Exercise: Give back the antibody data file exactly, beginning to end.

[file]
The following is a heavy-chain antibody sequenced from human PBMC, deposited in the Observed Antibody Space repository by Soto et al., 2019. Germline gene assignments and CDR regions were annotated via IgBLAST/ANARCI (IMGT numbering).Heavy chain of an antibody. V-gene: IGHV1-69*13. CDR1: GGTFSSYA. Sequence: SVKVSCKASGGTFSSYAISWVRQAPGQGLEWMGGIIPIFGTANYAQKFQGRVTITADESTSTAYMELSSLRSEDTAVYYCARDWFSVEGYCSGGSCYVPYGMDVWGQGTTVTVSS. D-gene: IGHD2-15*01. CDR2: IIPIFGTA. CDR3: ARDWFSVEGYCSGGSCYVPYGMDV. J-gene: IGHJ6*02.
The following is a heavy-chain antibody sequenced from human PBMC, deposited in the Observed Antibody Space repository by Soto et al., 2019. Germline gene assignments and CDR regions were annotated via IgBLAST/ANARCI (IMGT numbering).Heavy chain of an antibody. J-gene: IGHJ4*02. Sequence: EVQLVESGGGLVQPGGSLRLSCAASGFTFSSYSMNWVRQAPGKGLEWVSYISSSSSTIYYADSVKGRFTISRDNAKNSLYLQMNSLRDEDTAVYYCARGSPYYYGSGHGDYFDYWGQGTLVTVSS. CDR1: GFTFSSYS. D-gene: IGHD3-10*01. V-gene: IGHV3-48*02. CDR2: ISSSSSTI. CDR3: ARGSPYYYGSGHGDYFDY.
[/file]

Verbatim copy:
The following is a heavy-chain antibody sequenced from human PBMC, deposited in the Observed Antibody Space repository by Soto et al., 2019. Germline gene assignments and CDR regions were annotated via IgBLAST/ANARCI (IMGT numbering).Heavy chain of an antibody. V-gene: IGHV1-69*13. CDR1: GGTFSSYA. Sequence: SVKVSCKASGGTFSSYAISWVRQAPGQGLEWMGGIIPIFGTANYAQKFQGRVTITADESTSTAYMELSSLRSEDTAVYYCARDWFSVEGYCSGGSCYVPYGMDVWGQGTTVTVSS. D-gene: IGHD2-15*01. CDR2: IIPIFGTA. CDR3: ARDWFSVEGYCSGGSCYVPYGMDV. J-gene: IGHJ6*02.
The following is a heavy-chain antibody sequenced from human PBMC, deposited in the Observed Antibody Space repository by Soto et al., 2019. Germline gene assignments and CDR regions were annotated via IgBLAST/ANARCI (IMGT numbering).Heavy chain of an antibody. J-gene: IGHJ4*02. Sequence: EVQLVESGGGLVQPGGSLRLSCAASGFTFSSYSMNWVRQAPGKGLEWVSYISSSSSTIYYADSVKGRFTISRDNAKNSLYLQMNSLRDEDTAVYYCARGSPYYYGSGHGDYFDYWGQGTLVTVSS. CDR1: GFTFSSYS. D-gene: IGHD3-10*01. V-gene: IGHV3-48*02. CDR2: ISSSSSTI. CDR3: ARGSPYYYGSGHGDYFDY.